Podcast discussion with Eric Barreto, Cameron Howard, and Mary Hinkle Shore. Article written by Mary Hinkle Shore.
Jesus was a small-town peasant in a Roman province far from the centers of political and religious power. People in such circumstances rarely threatened Rome in any serious way. A miracle-working Jewish prophet and teacher would not have posed much of a conventional threat to such power and brutality. For his own part, Jesus never took up arms, nor did he encourage his followers to do so.
Yet the answer is not quite that easy. Rome took no chances when it came to the potential for uprisings. When an individual’s or a group’s actions seemed even possibly seditious, any perceived threat was put down with decisive state-sanctioned violence. Rome crucified hundreds, if not thousands of people -- mostly slaves and suspected revolutionaries -- and used military force routinely in the provinces.
Since Jesus died by crucifixion, we know that he was killed by the Roman authorities (Jewish authorities did not practice crucifixion). And while Jesus did not exercise conventional kinds of political authority, his actions and his message included threats to the status quo.
Chief among his threatening actions, Jesus could draw a crowd. The gospels report that great crowds followed him. When he entered Jerusalem during the last week of his life, he entered to local fanfare. The popularity of Jesus, combined with the gathering perhaps hundreds of thousands of pilgrims in Jerusalem for Passover, would have made Roman authorities very nervous.
In modern history, events like the People Power revolution led by Corazon Aquino in the Philippines (1986) or the 2011 Egyptian revolution remind us of the power of largely non-violent protest carried out by massive crowds of unarmed civilians. In the United States Constitution, freedom of assembly is protected by the First Amendment precisely because drawing a crowd has, throughout history, been one of the first steps to social change. It is a practice that tyrants rightly fear and seek to thwart.
The charge under which Jesus was crucified also gives us reason to understand him as a threat to the Roman Empire. In all four Gospels, he is crucified as “king of the Jews,” and in each of them, he speaks of the kingdom of God. He announces that the kingdom of God is “at hand,” and he says that as he performs exorcisms and heals disease, the kingdom of God has come near. This leads one to ask, what kind of kingdom did Jesus imagine he was enacting, and was it a threat to ruling political power?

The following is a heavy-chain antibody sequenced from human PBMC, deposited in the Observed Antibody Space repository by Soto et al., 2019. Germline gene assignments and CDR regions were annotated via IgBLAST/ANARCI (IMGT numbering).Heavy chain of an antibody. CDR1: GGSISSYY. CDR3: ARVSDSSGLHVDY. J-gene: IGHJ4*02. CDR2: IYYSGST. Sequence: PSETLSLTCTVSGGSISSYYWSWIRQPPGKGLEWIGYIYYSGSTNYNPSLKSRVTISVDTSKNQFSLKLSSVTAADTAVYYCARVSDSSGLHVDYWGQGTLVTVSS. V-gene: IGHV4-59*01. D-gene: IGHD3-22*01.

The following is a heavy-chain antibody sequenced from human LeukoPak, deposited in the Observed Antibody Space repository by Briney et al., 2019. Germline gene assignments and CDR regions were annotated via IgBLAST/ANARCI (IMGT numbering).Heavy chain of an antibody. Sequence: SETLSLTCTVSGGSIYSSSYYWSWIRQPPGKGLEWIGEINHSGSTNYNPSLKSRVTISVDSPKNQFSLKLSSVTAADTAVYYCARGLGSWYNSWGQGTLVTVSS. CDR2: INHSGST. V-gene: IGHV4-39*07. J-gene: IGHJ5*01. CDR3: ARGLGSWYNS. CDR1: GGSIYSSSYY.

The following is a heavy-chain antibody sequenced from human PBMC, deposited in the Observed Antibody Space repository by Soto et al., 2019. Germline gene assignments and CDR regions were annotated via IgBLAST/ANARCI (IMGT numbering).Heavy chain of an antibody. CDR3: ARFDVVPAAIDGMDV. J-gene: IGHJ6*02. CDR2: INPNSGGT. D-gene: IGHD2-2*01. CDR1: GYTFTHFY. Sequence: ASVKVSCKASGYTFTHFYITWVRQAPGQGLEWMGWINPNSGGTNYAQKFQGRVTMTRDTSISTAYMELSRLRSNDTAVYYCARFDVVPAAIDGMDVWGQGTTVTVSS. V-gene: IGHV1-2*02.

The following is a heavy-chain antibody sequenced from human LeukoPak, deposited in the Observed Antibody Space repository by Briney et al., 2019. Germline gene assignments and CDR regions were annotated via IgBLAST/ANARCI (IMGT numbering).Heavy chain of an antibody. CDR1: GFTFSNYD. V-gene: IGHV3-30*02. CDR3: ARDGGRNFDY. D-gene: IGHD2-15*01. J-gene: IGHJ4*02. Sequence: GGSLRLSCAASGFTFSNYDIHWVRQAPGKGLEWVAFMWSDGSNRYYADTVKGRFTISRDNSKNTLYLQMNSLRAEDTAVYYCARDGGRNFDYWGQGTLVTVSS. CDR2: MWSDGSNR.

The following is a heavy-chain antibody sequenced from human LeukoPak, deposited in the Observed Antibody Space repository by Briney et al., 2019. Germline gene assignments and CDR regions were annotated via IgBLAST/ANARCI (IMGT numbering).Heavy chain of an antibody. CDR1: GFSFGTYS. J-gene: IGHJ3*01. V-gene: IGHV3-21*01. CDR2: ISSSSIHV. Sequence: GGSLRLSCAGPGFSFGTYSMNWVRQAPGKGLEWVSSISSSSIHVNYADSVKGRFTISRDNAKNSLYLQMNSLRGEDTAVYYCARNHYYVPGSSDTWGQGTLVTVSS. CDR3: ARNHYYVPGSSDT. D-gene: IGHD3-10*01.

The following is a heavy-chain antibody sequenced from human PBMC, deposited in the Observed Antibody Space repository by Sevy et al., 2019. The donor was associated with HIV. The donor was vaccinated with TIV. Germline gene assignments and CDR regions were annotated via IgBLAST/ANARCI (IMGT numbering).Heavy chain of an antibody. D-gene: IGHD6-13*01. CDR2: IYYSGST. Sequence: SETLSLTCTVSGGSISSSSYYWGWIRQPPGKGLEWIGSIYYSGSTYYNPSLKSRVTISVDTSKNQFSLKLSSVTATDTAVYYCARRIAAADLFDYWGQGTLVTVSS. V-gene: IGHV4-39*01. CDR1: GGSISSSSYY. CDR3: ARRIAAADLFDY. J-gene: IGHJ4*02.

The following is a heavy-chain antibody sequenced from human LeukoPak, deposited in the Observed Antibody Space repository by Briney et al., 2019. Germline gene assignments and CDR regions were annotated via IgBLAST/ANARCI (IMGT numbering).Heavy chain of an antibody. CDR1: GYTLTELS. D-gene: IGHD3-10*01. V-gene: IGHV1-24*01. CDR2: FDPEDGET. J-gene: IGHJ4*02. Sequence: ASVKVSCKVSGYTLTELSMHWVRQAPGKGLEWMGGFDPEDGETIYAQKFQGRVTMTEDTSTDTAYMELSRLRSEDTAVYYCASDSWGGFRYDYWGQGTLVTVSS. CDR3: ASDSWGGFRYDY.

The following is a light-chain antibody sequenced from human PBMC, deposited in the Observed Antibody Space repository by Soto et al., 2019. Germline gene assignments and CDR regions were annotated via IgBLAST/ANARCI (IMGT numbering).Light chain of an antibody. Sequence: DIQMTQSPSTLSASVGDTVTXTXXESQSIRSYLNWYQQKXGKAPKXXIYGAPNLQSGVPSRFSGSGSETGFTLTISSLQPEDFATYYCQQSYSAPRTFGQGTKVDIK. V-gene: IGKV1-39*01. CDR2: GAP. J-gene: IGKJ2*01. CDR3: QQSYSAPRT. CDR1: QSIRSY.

Because Jesus was not a typical revolutionary, we might conclude that he was not concerned with political realities. At points, the New Testament seems to support this conclusion. Often in the parables of Jesus, the kingdom he preaches sounds politically harmless. To what may the kingdom be compared? It is like a mustard seed (Mark 4:31). It belongs to children and others like them (Mark 10:14). This hardly seems threatening to a world-dominating power like Rome.
In the Gospel of John, as he talks with the Roman governor Pilate, Jesus says, “My kingdom is not from this world” (John 18:36, NRSV). He means that his kingdom did not originate in this world but instead comes from God. With his comment to Pilate, Jesus is actually not commenting one way or the other on whether his kingdom might threaten kingdoms that originate in this world. Yet the older translation, “My kingdom is not of this world” (KJV), makes it sound as if Jesus were interested in the spiritual realm to the exclusion of the real world.
This distinction between religion and politics, however, is a modern one.
For ancient people spiritual and social realms were thoroughly integrated with one another, as were religious and political elements of life. The Hebrew prophets offer an example of spiritual leaders whose speech and actions were regularly seen as dangerous to political authorities. Prophets level judgment against greed and corruption wherever they witness it, whether in the marketplace, the royal court, or the temple.
Both John the Baptist and Jesus continue the tradition of calling those in authority to live honorable lives and work on behalf of the common good. As such, both of them threaten Rome and Rome’s client rulers in Judea.
Finally, in his ministry, Jesus seems to have had little regard for social conventions that bolstered the status quo. While this alone might not have been enough to get him noticed by Rome and condemned, it is instructive for those who wonder today whether following Jesus offers any threat to social norms or political realities.
- Jesus did not marry and so lived a rather abnormal lifestyle for a Jewish adult of the time, and he redefined his “family” as those who do the will of God (see Mark 3:35).
- When warned that the Jewish client king Herod wanted to kill him, Jesus did not defer to the king’s power or fear his wrath, but instead replied defiantly (see Luke 13:32).
- When asked about whether it was lawful for a Jew to pay taxes to Caesar, Jesus answered in a way that simultaneously acknowledged Rome’s authority and announced clear limits to that authority: “Give to the emperor the things that are the emperor’s, and to God the things that are God’s” (Mark 12:16).
Indeed, one of the most threatening things about Jesus may have been how clear he was about the limitations of human rulers and institutions. That clarity is one of the most dangerous things for his followers, then or now, to imitate.
Mary Hinkle Shore is Professor of New Testament at Luther Seminary, St. Paul, Minn.